Tuesday, 19 October 2010

Black Virtue: The Chilling Chilean

"Black Virtue" 1943

I fell in love with this Roberto Matta painting at the Tate Modern.
In the two side panels of this triptych the imagery has a mechanistic, science fiction quality. But in the centre the forms are organic, suggesting references to sexual parts. Matta was concerned with capturing the inner world of the mind. Black Virtue evokes a fluid mental landscape in an extreme combination of eroticism and violence.
 (From the display caption August 2004)

In late 1939, after the outbreak of the Second World War, Matta moved to New York, where other European Surrealists were to spend the war years. He had his first one-man show in 1940 at the Julien Levy Gallery, New York’s centre of what was then this new import of Surrealism. It was at this point that Matta became a key figure in the development of Abstract Expressionism. He became friendly with Arshile Gorky, Robert Motherwell (who worked with him in Mexico), Jackson Pollock, and William Baziotes, and encouraged them to experiment with these new automatic techniques. Had these painters not been subsequently repackaged as the New York School, Matta would be famed as a founding father of (pan-) American Abstract Expressionism.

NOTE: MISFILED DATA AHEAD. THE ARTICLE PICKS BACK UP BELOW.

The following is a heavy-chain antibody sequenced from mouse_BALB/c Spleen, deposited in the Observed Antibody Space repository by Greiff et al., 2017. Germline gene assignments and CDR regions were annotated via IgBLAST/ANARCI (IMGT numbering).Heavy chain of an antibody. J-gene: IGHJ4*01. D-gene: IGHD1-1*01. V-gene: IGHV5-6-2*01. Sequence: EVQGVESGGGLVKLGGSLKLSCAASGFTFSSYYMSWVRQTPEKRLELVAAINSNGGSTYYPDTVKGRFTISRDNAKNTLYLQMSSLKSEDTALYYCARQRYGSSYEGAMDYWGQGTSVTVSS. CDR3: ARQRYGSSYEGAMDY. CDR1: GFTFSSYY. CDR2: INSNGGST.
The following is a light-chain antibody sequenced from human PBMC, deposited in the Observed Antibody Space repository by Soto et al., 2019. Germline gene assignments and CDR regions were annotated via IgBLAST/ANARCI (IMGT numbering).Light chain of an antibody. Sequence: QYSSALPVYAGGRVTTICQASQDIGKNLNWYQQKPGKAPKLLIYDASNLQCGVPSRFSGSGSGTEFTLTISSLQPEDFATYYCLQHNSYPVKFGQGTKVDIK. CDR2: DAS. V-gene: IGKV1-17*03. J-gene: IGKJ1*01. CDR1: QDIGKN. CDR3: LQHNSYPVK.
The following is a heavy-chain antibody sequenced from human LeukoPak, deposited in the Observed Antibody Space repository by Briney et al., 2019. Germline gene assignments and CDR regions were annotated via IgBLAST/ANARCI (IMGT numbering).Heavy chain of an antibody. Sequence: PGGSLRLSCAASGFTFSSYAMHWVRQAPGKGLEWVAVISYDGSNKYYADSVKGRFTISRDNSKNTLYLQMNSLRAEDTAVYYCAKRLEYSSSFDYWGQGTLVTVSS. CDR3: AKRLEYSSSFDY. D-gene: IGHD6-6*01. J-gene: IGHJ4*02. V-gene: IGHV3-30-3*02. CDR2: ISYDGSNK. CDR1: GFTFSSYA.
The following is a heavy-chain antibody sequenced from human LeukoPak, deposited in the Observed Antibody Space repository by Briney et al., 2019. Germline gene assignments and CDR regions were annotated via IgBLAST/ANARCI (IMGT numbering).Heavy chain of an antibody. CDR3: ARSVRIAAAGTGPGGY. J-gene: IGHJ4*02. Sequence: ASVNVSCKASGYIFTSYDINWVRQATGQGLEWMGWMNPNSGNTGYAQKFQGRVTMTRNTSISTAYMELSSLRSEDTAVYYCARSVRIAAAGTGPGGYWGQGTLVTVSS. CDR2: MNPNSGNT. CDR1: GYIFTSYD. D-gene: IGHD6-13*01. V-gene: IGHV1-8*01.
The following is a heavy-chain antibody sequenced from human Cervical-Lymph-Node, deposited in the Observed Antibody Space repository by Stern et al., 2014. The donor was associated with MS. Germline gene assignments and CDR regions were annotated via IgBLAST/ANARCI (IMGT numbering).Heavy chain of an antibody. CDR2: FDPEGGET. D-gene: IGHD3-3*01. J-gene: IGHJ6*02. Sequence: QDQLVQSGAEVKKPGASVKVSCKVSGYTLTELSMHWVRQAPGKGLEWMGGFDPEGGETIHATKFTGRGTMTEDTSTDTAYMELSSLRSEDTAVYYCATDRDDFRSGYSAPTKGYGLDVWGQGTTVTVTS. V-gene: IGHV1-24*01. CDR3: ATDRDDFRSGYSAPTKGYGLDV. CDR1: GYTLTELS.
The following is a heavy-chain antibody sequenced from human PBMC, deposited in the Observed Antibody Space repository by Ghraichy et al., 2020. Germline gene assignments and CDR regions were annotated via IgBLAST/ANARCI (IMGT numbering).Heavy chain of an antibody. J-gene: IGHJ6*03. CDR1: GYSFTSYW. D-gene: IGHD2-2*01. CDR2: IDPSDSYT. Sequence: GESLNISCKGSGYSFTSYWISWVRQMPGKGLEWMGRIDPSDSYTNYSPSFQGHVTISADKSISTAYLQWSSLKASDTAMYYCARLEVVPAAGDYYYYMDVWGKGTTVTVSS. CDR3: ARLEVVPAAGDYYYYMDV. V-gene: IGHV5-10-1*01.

Roberto Matta, painter, was born on November 11, 1911, in Chiloe, Santiago, Chile. He died in Civitavecchia, Italy, on November 23, 2002, aged 91.

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